Graduating Senior Lisa Gulian's Address to the Class of 2007
I have spent what at least feels like the bulk of my four years here at Goucher College haunting the second floor of the Hoffberger Science Building in pursuit of my Chemistry major. And yet, despite completing no less than 54 credits in my major, at this second the only chemistry I can remember is as impressive as“H2O means water!!” However, the blame for this hopefully temporary inability to recall my science does not rest on my shoulders. It’s ALL Goucher’s fault. Because right now, in this moment, I can tell you that the most important lesson I’m going to take from Goucher hasn’t come from books or classroom discussions or essays or lectures or workbooks or problem sets or even from endlessly staring at Excel crunching numbers long into the night and early into the morning until my eyes go blurry, drip tears, and the outside corner of my right eye AGAIN starts to twitch. No, this lesson was not found in any such scholarly sources. Because the greatest thing that Goucher has to offer any of its graduates is the lesson that we “Live Better.” And this lesson is gleaned, whether consciously or not, through Goucher Lore.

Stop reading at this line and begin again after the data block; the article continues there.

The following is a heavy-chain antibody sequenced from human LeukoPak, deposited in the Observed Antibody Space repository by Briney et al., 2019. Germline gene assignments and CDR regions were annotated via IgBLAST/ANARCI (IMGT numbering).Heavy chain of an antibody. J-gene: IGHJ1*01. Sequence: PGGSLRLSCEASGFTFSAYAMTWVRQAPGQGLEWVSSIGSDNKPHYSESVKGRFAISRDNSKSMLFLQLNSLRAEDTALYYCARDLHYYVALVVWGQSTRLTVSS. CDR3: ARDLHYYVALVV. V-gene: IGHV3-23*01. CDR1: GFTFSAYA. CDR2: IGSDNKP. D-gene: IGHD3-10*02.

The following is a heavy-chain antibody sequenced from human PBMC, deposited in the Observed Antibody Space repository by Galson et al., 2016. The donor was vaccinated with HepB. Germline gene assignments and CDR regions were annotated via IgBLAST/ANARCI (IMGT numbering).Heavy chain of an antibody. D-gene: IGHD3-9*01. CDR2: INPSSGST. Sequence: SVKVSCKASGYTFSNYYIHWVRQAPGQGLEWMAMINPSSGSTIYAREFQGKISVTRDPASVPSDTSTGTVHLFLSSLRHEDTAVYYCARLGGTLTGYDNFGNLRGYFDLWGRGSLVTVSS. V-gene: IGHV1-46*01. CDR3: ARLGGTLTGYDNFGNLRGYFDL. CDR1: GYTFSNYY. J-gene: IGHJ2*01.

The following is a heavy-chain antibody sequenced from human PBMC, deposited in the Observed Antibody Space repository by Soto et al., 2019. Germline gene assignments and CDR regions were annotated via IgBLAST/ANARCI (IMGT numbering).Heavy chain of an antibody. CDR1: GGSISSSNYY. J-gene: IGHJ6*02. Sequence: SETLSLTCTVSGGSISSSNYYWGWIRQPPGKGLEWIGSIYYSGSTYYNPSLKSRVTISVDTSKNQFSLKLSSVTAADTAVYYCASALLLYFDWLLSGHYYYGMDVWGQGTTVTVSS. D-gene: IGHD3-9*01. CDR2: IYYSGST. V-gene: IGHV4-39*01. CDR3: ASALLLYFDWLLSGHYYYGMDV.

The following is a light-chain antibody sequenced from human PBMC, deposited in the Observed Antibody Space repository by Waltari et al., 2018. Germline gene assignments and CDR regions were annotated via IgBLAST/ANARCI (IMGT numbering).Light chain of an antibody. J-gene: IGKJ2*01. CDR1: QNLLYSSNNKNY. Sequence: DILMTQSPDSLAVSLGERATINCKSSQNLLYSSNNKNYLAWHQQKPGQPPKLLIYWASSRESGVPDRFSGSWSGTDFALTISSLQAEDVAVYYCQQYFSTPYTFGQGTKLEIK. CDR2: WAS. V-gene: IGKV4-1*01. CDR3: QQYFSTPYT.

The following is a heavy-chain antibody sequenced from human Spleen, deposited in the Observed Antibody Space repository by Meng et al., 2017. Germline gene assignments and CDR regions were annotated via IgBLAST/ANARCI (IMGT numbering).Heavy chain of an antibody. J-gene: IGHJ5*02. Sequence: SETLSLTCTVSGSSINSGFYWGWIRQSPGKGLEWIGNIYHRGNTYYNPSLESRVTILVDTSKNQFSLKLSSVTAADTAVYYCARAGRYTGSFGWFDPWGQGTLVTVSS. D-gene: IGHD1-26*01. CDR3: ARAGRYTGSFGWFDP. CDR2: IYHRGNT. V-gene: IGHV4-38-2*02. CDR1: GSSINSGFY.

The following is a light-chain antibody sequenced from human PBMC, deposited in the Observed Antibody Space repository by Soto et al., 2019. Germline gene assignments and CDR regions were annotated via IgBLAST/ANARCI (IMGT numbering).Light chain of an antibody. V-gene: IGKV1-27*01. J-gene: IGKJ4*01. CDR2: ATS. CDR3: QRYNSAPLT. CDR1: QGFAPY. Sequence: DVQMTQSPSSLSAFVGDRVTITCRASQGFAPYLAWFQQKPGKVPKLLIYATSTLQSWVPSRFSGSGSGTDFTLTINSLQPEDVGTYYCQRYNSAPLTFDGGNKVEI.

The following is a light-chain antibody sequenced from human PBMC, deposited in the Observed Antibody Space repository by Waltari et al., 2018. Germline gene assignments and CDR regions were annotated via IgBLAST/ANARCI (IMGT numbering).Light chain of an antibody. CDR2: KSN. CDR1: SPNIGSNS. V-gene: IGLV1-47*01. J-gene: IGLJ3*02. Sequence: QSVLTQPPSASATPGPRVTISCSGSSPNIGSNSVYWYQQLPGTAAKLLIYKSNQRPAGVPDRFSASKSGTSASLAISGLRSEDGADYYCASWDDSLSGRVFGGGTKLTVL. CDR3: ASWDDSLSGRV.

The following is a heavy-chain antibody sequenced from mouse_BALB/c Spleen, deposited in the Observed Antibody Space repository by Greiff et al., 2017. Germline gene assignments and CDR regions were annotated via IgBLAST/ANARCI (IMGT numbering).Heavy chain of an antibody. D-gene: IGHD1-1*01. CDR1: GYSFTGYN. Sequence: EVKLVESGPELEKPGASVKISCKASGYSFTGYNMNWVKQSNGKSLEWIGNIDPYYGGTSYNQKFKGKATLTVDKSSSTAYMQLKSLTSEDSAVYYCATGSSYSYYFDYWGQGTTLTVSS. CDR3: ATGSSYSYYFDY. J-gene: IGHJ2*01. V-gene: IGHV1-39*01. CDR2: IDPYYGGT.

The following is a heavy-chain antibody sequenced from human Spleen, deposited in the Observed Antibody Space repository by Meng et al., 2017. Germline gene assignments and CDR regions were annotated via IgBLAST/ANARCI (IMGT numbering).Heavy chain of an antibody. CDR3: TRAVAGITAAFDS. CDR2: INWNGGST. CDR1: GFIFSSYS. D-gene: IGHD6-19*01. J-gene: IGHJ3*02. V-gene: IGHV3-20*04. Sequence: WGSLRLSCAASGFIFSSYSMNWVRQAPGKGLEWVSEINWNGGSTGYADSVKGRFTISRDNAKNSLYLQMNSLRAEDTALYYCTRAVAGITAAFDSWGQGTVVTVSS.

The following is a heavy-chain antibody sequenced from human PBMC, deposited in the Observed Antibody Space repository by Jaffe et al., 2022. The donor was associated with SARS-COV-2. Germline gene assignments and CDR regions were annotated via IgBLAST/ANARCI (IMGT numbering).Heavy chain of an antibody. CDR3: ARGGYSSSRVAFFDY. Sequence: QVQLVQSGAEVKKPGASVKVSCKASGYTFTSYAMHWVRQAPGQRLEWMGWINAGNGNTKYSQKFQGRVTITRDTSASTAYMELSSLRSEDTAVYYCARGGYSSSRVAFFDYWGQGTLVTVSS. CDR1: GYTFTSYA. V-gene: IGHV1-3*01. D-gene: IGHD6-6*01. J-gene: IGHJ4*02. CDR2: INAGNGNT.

Goucher Lore, with a few important additions from everyday student life, can be classified as anything Academic Dean Michael Curry mentions on his “Quirky History Campus Tour.” Though I’m not nearly as versed in the fun and interesting facets of Goucher’s Campus and history as he, I will do my best to hit upon some of the highpoints, and to explain just how and why they are responsible for the fact that I don’t remember the difference between Hund’s Rule and the Aufbau Principle, outside of that they both say…something…about electrons. So, without further ado, I present: What I learned from Goucher Lore about Living Better, By Lisa Emily Gulian.
Hang a tire swing.
Anyone who has walked around the academic quad has probably spotted a lone tire swing hanging near the Myerhoff Arts building. It was hung in hopes of winning the heart of a female student by one of Goucher’s first male students shortly after the school became coeducational in 1986 and has remained in that tree ever since. Though that enterprising young man’s love life doesn’t concern us today, his actions do. Twenty years after the first men stepped into Goucher classrooms, there his swing hangs. That man left his mark on Goucher and has inspired dance choreography, recollections of childhood swings, and, just once, I saw a squirrel sitting there eating a nut.